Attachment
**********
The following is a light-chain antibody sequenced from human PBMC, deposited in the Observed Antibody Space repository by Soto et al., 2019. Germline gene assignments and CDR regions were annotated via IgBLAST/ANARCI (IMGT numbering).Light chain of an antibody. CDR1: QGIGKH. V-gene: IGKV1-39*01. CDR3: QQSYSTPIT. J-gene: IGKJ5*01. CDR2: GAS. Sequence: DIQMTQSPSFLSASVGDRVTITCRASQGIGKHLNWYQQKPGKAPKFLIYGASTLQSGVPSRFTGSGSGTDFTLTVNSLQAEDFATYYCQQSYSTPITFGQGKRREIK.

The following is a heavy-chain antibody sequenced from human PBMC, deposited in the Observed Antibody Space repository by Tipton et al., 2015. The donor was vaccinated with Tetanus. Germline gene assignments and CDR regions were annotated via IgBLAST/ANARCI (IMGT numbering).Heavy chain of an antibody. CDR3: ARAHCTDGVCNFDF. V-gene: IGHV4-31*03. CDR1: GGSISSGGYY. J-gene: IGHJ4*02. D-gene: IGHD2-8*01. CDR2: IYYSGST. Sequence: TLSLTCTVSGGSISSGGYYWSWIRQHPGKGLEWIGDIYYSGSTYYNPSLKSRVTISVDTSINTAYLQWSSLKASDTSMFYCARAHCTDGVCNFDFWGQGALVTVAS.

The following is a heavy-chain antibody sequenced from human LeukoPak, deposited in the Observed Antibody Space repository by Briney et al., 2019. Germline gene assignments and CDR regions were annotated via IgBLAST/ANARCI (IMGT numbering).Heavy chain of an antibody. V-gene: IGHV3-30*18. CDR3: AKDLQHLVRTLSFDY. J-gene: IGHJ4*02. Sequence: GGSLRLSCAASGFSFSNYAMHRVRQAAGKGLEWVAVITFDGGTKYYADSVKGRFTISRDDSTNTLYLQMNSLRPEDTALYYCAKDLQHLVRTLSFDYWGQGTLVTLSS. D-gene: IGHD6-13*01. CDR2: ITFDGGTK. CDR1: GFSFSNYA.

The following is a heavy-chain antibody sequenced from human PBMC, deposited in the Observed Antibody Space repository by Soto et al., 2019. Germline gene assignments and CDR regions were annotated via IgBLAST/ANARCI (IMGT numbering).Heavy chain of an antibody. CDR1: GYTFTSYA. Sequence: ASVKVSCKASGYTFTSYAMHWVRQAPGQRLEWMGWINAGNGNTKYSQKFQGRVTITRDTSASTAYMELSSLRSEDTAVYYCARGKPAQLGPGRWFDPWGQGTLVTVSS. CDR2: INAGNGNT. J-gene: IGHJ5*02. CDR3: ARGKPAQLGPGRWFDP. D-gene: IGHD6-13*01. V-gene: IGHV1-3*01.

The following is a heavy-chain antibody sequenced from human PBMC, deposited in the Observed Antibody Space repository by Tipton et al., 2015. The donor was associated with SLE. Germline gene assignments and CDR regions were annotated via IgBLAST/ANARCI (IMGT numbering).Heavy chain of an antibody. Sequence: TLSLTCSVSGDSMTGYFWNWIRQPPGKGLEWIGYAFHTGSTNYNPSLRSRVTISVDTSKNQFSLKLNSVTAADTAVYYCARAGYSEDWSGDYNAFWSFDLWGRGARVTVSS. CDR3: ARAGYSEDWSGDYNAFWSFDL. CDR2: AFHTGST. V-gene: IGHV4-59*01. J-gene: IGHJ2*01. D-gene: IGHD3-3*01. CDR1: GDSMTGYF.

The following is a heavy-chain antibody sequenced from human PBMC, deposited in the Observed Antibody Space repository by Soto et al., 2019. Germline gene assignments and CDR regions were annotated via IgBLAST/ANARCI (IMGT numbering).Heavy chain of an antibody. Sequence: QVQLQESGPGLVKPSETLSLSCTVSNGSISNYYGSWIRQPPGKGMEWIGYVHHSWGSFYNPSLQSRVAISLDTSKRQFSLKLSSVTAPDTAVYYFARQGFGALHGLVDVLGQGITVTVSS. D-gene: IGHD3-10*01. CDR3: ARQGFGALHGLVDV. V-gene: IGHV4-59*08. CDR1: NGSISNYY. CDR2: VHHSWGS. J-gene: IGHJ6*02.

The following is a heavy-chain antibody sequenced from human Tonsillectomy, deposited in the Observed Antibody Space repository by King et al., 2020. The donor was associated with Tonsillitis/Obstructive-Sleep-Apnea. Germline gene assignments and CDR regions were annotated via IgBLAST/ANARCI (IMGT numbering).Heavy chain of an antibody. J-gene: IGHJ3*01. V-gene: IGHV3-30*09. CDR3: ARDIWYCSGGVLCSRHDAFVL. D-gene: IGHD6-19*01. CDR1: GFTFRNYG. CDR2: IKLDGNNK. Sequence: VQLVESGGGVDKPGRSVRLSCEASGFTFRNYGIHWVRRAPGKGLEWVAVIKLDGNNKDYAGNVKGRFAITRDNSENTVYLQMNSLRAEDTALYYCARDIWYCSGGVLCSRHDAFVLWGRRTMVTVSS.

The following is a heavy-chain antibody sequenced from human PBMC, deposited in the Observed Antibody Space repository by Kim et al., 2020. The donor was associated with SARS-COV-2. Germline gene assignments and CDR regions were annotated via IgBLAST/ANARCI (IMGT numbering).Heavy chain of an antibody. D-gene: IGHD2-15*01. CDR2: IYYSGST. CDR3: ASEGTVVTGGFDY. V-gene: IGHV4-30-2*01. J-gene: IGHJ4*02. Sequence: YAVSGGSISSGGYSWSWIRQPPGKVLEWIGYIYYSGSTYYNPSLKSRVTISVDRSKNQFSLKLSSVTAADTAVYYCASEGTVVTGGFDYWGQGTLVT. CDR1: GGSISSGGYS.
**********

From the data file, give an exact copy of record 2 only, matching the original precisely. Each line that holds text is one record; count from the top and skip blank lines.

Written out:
The following is a heavy-chain antibody sequenced from human PBMC, deposited in the Observed Antibody Space repository by Tipton et al., 2015. The donor was vaccinated with Tetanus. Germline gene assignments and CDR regions were annotated via IgBLAST/ANARCI (IMGT numbering).Heavy chain of an antibody. CDR3: ARAHCTDGVCNFDF. V-gene: IGHV4-31*03. CDR1: GGSISSGGYY. J-gene: IGHJ4*02. D-gene: IGHD2-8*01. CDR2: IYYSGST. Sequence: TLSLTCTVSGGSISSGGYYWSWIRQHPGKGLEWIGDIYYSGSTYYNPSLKSRVTISVDTSINTAYLQWSSLKASDTSMFYCARAHCTDGVCNFDFWGQGALVTVAS.